Stratford – a place in flux

This afternoon, just on the spur of the moment – Lyn beng otherwise occupied – I decided to go up to Stratford, to take a look at how the Olympic Park was evolving. I had been planning a trip up there for a while: it isn’t far, just two stops on the tube, and you know how interested I am in what happened there last year. In my head that place is the site of something remarkable.

Off I went, then, just after lunch. I’ve been there before, of course, but I was interested to see how the place had changed in the six months since the paralympic closing ceremony. Truth be told, I’m not sure what I expected to see: I knew that the place would be largely a building site, and it would probably be better to wait until the park reopens fully, but hey, I’m a curious little cripple. Besides, certain birthdays are approaching I need to start thinking about, and a tour of the Westfield shopping centre could help with that.

Now that I’ve returned, though, I don’t find there is much to report. Sure enough, the place is a building site: you can’t get into the park, so I just whizzed round the shopping centre for a bit. Even in there, though, half the shops were shut, it being Sunday, so just returned home after a while. Mind you, I did see a couple of shops I’d like to return to when they are open: I’ll probably wait a few months for that though.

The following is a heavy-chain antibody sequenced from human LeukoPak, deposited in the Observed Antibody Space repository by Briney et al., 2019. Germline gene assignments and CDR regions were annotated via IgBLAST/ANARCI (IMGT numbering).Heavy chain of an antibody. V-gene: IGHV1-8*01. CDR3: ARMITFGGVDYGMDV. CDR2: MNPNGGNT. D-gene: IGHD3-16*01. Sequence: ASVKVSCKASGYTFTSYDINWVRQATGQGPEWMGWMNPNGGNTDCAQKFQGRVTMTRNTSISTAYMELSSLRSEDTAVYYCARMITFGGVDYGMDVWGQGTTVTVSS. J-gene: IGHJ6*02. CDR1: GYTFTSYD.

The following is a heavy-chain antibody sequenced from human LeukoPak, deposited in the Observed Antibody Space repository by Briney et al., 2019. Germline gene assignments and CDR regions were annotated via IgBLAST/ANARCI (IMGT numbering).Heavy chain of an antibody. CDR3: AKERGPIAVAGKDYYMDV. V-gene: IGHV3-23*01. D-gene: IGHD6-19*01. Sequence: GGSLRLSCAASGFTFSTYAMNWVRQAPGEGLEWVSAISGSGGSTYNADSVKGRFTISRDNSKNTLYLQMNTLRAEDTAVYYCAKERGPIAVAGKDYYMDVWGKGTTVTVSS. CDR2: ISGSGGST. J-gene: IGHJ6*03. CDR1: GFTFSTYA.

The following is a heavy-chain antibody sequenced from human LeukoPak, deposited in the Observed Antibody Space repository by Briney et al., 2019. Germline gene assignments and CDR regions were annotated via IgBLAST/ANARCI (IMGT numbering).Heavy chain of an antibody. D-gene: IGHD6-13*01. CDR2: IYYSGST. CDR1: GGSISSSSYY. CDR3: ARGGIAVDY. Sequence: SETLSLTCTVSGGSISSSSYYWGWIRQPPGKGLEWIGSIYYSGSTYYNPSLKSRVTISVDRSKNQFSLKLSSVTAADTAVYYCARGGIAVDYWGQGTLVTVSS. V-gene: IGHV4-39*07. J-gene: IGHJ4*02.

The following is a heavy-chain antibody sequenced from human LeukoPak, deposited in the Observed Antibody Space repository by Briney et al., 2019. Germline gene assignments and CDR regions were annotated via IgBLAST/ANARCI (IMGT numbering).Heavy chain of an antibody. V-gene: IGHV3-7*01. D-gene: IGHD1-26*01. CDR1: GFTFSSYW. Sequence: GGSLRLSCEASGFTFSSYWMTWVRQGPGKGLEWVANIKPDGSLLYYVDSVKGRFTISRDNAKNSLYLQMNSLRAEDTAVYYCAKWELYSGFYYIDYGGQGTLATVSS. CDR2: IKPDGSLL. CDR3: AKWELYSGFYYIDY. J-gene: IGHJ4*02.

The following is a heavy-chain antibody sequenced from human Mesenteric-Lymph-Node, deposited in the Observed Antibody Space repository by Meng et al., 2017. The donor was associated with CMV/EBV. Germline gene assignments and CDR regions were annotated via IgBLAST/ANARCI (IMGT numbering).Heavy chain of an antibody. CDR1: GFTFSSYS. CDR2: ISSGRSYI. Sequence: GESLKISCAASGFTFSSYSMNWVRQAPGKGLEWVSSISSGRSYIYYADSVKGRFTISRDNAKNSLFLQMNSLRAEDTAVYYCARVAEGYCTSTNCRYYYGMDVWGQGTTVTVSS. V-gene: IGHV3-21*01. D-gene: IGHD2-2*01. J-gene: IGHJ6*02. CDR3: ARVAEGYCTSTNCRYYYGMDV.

I got the sense that that area is now in a state of flux or transition. Stratford’s time in the spotlight, for which it was (re)designed, is over: cruising around it’s streets this afternoon, I got the impression I so often get in London, of the old butting up to the new. There, victorian and Edwardian terraces, remnants of an old east London, Butt up to modern buildings built especially for last year. Now, though, it’s even more curious as the event those new buildings were built for is now passed, so they too have become part of history: they are passed their heyday just as the terraces are. I suppose in a way they are a synecdoche for London itself, full of history, constantly pressing forward into the future. And is stratford is part of this city which could stand for the whole, so London could stand for the world itself.

Wow! Amazing how prosaic I get after a Sunday afternoon drive.

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